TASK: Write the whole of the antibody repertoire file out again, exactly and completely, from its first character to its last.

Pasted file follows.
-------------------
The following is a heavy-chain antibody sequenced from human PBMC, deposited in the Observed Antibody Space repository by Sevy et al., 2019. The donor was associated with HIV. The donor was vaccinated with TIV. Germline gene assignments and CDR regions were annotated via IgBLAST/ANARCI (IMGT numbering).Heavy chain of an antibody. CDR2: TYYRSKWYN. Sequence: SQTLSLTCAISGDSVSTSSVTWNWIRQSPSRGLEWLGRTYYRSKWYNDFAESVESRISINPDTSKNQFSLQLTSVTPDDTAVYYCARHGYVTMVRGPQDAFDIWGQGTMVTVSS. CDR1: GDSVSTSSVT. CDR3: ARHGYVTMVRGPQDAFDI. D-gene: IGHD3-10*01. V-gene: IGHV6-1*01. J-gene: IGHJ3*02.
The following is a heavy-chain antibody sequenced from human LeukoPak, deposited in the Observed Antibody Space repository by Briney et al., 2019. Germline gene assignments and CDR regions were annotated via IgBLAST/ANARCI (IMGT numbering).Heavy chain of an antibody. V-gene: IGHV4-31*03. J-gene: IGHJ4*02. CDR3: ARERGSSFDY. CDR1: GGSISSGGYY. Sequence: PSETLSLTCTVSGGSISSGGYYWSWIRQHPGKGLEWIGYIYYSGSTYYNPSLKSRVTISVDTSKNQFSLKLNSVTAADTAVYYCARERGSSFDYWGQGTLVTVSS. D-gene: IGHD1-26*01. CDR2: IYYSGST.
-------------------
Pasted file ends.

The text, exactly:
The following is a heavy-chain antibody sequenced from human PBMC, deposited in the Observed Antibody Space repository by Sevy et al., 2019. The donor was associated with HIV. The donor was vaccinated with TIV. Germline gene assignments and CDR regions were annotated via IgBLAST/ANARCI (IMGT numbering).Heavy chain of an antibody. CDR2: TYYRSKWYN. Sequence: SQTLSLTCAISGDSVSTSSVTWNWIRQSPSRGLEWLGRTYYRSKWYNDFAESVESRISINPDTSKNQFSLQLTSVTPDDTAVYYCARHGYVTMVRGPQDAFDIWGQGTMVTVSS. CDR1: GDSVSTSSVT. CDR3: ARHGYVTMVRGPQDAFDI. D-gene: IGHD3-10*01. V-gene: IGHV6-1*01. J-gene: IGHJ3*02.
The following is a heavy-chain antibody sequenced from human LeukoPak, deposited in the Observed Antibody Space repository by Briney et al., 2019. Germline gene assignments and CDR regions were annotated via IgBLAST/ANARCI (IMGT numbering).Heavy chain of an antibody. V-gene: IGHV4-31*03. J-gene: IGHJ4*02. CDR3: ARERGSSFDY. CDR1: GGSISSGGYY. Sequence: PSETLSLTCTVSGGSISSGGYYWSWIRQHPGKGLEWIGYIYYSGSTYYNPSLKSRVTISVDTSKNQFSLKLNSVTAADTAVYYCARERGSSFDYWGQGTLVTVSS. D-gene: IGHD1-26*01. CDR2: IYYSGST.